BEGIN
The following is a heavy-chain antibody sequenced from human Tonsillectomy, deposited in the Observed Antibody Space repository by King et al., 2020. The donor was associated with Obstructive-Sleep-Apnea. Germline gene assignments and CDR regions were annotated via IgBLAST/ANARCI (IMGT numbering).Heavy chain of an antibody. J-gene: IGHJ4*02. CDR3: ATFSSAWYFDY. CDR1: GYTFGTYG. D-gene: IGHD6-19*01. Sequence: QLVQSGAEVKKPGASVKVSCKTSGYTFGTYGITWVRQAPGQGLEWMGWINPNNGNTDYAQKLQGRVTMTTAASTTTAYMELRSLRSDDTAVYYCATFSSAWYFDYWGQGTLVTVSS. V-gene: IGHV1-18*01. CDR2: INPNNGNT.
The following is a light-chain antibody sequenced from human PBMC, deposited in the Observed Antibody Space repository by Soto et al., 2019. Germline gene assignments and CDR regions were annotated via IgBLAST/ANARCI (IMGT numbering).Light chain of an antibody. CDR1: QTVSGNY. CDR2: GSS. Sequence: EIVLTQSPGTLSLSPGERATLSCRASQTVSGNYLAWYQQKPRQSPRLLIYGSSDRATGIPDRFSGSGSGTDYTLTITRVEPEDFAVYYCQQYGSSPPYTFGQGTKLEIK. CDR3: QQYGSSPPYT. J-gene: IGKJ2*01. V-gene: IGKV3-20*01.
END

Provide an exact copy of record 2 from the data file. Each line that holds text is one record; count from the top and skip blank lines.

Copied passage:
The following is a light-chain antibody sequenced from human PBMC, deposited in the Observed Antibody Space repository by Soto et al., 2019. Germline gene assignments and CDR regions were annotated via IgBLAST/ANARCI (IMGT numbering).Light chain of an antibody. CDR1: QTVSGNY. CDR2: GSS. Sequence: EIVLTQSPGTLSLSPGERATLSCRASQTVSGNYLAWYQQKPRQSPRLLIYGSSDRATGIPDRFSGSGSGTDYTLTITRVEPEDFAVYYCQQYGSSPPYTFGQGTKLEIK. CDR3: QQYGSSPPYT. J-gene: IGKJ2*01. V-gene: IGKV3-20*01.